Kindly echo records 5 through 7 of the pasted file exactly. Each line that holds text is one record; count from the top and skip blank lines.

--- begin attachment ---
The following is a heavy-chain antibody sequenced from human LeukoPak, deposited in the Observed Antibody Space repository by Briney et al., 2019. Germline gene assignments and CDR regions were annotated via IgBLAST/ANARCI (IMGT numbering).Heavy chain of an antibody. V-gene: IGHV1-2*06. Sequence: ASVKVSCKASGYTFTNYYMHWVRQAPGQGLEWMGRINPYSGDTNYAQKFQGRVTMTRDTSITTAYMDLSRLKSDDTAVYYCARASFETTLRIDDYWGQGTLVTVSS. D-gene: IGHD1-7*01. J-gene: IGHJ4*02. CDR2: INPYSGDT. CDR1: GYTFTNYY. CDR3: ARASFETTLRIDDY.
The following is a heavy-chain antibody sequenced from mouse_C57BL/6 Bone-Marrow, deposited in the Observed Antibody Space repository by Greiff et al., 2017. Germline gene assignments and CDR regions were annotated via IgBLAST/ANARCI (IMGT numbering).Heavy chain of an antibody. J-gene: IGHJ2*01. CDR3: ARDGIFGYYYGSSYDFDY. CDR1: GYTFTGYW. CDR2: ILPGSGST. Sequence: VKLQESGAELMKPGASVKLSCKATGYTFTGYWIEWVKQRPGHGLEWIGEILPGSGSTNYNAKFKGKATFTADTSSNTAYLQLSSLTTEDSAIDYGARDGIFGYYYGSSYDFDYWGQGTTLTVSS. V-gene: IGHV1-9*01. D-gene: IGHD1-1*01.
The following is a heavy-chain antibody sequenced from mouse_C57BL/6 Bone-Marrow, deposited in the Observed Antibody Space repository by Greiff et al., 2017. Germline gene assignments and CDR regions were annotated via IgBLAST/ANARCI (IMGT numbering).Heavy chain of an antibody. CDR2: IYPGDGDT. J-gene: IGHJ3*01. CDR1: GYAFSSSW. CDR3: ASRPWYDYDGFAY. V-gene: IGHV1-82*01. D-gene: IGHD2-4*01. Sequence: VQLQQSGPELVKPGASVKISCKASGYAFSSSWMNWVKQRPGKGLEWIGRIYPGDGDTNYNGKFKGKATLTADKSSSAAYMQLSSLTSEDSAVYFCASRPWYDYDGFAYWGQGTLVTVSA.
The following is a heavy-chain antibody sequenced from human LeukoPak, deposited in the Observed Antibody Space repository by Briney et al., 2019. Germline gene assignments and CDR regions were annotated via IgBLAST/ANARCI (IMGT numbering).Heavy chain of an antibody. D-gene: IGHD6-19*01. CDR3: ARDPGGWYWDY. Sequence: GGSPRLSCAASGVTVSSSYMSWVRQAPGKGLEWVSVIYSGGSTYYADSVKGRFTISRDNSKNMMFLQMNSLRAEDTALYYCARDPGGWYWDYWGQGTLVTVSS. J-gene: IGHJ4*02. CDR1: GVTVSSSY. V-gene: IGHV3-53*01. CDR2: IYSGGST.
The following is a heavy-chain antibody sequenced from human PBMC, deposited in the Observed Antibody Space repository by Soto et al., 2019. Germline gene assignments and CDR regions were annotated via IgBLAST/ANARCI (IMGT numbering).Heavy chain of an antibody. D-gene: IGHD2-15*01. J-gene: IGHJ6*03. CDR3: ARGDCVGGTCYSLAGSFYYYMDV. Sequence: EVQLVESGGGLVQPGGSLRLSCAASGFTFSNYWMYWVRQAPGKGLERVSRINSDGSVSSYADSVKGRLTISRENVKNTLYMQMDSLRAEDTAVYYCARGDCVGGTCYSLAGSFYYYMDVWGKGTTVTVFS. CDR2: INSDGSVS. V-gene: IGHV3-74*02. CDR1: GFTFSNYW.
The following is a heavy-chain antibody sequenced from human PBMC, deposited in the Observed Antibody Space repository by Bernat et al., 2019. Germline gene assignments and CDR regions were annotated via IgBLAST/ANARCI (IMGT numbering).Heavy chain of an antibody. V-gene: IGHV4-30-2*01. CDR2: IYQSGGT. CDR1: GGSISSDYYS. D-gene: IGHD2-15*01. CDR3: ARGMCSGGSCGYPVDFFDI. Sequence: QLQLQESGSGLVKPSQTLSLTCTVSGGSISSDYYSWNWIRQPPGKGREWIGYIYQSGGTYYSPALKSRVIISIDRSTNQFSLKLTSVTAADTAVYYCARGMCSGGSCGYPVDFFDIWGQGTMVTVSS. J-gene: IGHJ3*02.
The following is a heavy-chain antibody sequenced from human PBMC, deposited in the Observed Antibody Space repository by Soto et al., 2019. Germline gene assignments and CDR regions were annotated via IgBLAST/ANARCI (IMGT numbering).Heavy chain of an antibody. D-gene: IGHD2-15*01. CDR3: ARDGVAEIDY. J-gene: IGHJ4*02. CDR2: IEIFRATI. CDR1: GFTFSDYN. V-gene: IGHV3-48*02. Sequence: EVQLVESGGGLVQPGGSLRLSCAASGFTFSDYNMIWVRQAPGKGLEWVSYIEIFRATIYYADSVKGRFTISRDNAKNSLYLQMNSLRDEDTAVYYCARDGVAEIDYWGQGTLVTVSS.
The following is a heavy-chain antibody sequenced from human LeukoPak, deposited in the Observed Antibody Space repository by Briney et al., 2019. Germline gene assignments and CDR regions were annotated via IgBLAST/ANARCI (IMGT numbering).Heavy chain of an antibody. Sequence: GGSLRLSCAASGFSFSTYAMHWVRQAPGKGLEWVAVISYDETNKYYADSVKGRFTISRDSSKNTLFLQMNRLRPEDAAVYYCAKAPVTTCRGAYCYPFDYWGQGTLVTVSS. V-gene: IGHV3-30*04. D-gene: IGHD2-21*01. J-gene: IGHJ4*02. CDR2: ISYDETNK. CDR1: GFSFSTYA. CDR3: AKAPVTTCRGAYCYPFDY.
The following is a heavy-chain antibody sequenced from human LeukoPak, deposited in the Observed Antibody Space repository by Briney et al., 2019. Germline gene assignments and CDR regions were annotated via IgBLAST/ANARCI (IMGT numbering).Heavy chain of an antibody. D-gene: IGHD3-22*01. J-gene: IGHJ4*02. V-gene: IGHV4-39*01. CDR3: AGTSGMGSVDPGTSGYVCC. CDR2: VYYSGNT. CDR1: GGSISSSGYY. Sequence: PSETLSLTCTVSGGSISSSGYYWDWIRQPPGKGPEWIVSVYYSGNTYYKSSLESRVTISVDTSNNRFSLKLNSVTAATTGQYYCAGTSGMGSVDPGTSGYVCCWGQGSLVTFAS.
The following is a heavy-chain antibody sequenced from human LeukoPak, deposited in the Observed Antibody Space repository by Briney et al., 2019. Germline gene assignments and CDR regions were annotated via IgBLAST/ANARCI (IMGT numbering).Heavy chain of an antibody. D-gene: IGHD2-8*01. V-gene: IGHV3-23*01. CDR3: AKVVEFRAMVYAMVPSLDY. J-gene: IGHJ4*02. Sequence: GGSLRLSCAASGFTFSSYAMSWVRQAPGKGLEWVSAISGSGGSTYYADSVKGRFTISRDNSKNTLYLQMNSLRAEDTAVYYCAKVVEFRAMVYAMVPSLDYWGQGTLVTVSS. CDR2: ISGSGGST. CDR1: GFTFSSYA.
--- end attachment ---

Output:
The following is a heavy-chain antibody sequenced from human PBMC, deposited in the Observed Antibody Space repository by Soto et al., 2019. Germline gene assignments and CDR regions were annotated via IgBLAST/ANARCI (IMGT numbering).Heavy chain of an antibody. D-gene: IGHD2-15*01. J-gene: IGHJ6*03. CDR3: ARGDCVGGTCYSLAGSFYYYMDV. Sequence: EVQLVESGGGLVQPGGSLRLSCAASGFTFSNYWMYWVRQAPGKGLERVSRINSDGSVSSYADSVKGRLTISRENVKNTLYMQMDSLRAEDTAVYYCARGDCVGGTCYSLAGSFYYYMDVWGKGTTVTVFS. CDR2: INSDGSVS. V-gene: IGHV3-74*02. CDR1: GFTFSNYW.
The following is a heavy-chain antibody sequenced from human PBMC, deposited in the Observed Antibody Space repository by Bernat et al., 2019. Germline gene assignments and CDR regions were annotated via IgBLAST/ANARCI (IMGT numbering).Heavy chain of an antibody. V-gene: IGHV4-30-2*01. CDR2: IYQSGGT. CDR1: GGSISSDYYS. D-gene: IGHD2-15*01. CDR3: ARGMCSGGSCGYPVDFFDI. Sequence: QLQLQESGSGLVKPSQTLSLTCTVSGGSISSDYYSWNWIRQPPGKGREWIGYIYQSGGTYYSPALKSRVIISIDRSTNQFSLKLTSVTAADTAVYYCARGMCSGGSCGYPVDFFDIWGQGTMVTVSS. J-gene: IGHJ3*02.
The following is a heavy-chain antibody sequenced from human PBMC, deposited in the Observed Antibody Space repository by Soto et al., 2019. Germline gene assignments and CDR regions were annotated via IgBLAST/ANARCI (IMGT numbering).Heavy chain of an antibody. D-gene: IGHD2-15*01. CDR3: ARDGVAEIDY. J-gene: IGHJ4*02. CDR2: IEIFRATI. CDR1: GFTFSDYN. V-gene: IGHV3-48*02. Sequence: EVQLVESGGGLVQPGGSLRLSCAASGFTFSDYNMIWVRQAPGKGLEWVSYIEIFRATIYYADSVKGRFTISRDNAKNSLYLQMNSLRDEDTAVYYCARDGVAEIDYWGQGTLVTVSS.